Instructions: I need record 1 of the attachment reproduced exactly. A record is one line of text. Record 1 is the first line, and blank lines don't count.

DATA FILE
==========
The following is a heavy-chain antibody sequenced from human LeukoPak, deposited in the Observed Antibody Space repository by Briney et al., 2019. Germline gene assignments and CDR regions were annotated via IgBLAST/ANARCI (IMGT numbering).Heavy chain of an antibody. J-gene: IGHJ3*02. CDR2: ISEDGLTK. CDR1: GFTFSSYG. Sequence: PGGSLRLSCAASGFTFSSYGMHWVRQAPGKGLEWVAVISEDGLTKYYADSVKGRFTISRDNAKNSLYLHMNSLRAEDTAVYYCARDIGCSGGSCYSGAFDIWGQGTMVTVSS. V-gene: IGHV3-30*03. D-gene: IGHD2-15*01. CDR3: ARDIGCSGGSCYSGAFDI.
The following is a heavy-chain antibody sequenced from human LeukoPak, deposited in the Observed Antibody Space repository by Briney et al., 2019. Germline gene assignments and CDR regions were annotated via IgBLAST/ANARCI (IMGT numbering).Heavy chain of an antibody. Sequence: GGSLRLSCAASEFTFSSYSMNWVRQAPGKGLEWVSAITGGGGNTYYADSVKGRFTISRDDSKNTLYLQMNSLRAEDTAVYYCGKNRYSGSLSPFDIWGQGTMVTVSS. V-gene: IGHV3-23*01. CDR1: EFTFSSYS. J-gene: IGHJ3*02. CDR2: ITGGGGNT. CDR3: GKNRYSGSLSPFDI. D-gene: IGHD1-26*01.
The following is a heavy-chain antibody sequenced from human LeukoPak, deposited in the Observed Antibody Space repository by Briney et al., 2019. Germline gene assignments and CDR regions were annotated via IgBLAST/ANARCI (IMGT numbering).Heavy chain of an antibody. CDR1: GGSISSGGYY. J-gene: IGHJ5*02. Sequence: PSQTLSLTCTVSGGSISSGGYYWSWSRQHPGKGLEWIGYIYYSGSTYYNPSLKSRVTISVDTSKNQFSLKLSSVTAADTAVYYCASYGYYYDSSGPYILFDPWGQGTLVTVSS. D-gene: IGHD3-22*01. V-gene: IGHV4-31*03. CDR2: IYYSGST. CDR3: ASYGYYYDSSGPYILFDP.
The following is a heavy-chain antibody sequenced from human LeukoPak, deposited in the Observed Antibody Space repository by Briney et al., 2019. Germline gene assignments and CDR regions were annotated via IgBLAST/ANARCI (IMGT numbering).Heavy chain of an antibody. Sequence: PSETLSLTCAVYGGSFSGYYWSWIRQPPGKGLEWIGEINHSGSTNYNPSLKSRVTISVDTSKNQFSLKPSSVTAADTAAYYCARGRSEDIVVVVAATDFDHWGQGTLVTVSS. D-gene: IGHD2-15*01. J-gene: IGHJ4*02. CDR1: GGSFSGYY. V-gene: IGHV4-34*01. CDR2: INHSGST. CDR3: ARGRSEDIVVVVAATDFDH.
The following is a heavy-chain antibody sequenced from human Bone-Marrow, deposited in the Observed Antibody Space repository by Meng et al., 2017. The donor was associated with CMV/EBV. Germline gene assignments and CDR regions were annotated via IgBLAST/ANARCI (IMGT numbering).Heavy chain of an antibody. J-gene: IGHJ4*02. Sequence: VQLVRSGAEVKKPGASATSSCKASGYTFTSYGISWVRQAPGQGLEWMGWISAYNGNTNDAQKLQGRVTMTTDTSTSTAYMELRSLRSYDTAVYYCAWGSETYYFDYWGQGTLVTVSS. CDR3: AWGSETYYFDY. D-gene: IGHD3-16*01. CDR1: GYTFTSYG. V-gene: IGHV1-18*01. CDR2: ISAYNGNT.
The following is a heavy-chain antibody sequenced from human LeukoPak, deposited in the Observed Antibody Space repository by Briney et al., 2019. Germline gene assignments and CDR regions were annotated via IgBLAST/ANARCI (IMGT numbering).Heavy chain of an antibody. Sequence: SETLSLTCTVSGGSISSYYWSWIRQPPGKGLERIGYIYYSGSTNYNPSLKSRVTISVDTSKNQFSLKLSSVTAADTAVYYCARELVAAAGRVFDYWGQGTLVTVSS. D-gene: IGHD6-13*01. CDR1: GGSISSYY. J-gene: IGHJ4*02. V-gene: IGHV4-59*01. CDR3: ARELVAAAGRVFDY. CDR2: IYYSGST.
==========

The following is a heavy-chain antibody sequenced from human LeukoPak, deposited in the Observed Antibody Space repository by Briney et al., 2019. Germline gene assignments and CDR regions were annotated via IgBLAST/ANARCI (IMGT numbering).Heavy chain of an antibody. J-gene: IGHJ3*02. CDR2: ISEDGLTK. CDR1: GFTFSSYG. Sequence: PGGSLRLSCAASGFTFSSYGMHWVRQAPGKGLEWVAVISEDGLTKYYADSVKGRFTISRDNAKNSLYLHMNSLRAEDTAVYYCARDIGCSGGSCYSGAFDIWGQGTMVTVSS. V-gene: IGHV3-30*03. D-gene: IGHD2-15*01. CDR3: ARDIGCSGGSCYSGAFDI.